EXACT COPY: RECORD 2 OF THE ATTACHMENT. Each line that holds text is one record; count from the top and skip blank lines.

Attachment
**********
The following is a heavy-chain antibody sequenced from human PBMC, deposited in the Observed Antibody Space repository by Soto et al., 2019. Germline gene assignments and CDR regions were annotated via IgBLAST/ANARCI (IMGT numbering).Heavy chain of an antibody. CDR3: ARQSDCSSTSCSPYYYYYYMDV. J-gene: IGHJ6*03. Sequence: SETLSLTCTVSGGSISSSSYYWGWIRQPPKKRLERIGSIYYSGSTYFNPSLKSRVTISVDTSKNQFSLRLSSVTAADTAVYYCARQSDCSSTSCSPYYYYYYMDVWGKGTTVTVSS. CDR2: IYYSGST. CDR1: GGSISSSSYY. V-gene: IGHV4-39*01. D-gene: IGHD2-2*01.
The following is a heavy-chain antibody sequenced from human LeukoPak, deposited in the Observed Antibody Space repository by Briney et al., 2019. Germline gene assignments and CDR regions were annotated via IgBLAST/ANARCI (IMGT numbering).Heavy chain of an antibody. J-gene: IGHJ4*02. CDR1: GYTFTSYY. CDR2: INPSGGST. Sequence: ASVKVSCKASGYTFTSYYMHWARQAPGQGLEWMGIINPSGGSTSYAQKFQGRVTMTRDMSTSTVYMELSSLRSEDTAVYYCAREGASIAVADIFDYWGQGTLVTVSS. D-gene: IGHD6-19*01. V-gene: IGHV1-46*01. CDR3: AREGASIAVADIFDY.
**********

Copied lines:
The following is a heavy-chain antibody sequenced from human LeukoPak, deposited in the Observed Antibody Space repository by Briney et al., 2019. Germline gene assignments and CDR regions were annotated via IgBLAST/ANARCI (IMGT numbering).Heavy chain of an antibody. J-gene: IGHJ4*02. CDR1: GYTFTSYY. CDR2: INPSGGST. Sequence: ASVKVSCKASGYTFTSYYMHWARQAPGQGLEWMGIINPSGGSTSYAQKFQGRVTMTRDMSTSTVYMELSSLRSEDTAVYYCAREGASIAVADIFDYWGQGTLVTVSS. D-gene: IGHD6-19*01. V-gene: IGHV1-46*01. CDR3: AREGASIAVADIFDY.